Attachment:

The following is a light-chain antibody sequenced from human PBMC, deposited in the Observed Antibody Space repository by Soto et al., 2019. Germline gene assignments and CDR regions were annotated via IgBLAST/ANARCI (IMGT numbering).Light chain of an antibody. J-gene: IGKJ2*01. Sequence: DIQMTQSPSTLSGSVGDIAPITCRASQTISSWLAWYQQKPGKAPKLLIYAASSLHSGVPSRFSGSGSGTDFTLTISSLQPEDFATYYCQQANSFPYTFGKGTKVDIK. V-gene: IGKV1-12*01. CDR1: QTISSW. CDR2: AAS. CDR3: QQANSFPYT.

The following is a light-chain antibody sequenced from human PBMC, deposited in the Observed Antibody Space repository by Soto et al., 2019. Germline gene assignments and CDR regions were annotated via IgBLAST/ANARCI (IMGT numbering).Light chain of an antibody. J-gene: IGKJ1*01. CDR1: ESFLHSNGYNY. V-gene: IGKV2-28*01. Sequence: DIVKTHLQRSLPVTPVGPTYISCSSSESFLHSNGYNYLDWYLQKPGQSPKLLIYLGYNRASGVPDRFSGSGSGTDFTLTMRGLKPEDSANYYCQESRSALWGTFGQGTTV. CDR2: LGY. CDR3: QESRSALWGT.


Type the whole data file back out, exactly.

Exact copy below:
The following is a light-chain antibody sequenced from human PBMC, deposited in the Observed Antibody Space repository by Soto et al., 2019. Germline gene assignments and CDR regions were annotated via IgBLAST/ANARCI (IMGT numbering).Light chain of an antibody. J-gene: IGKJ2*01. Sequence: DIQMTQSPSTLSGSVGDIAPITCRASQTISSWLAWYQQKPGKAPKLLIYAASSLHSGVPSRFSGSGSGTDFTLTISSLQPEDFATYYCQQANSFPYTFGKGTKVDIK. V-gene: IGKV1-12*01. CDR1: QTISSW. CDR2: AAS. CDR3: QQANSFPYT.

The following is a light-chain antibody sequenced from human PBMC, deposited in the Observed Antibody Space repository by Soto et al., 2019. Germline gene assignments and CDR regions were annotated via IgBLAST/ANARCI (IMGT numbering).Light chain of an antibody. J-gene: IGKJ1*01. CDR1: ESFLHSNGYNY. V-gene: IGKV2-28*01. Sequence: DIVKTHLQRSLPVTPVGPTYISCSSSESFLHSNGYNYLDWYLQKPGQSPKLLIYLGYNRASGVPDRFSGSGSGTDFTLTMRGLKPEDSANYYCQESRSALWGTFGQGTTV. CDR2: LGY. CDR3: QESRSALWGT.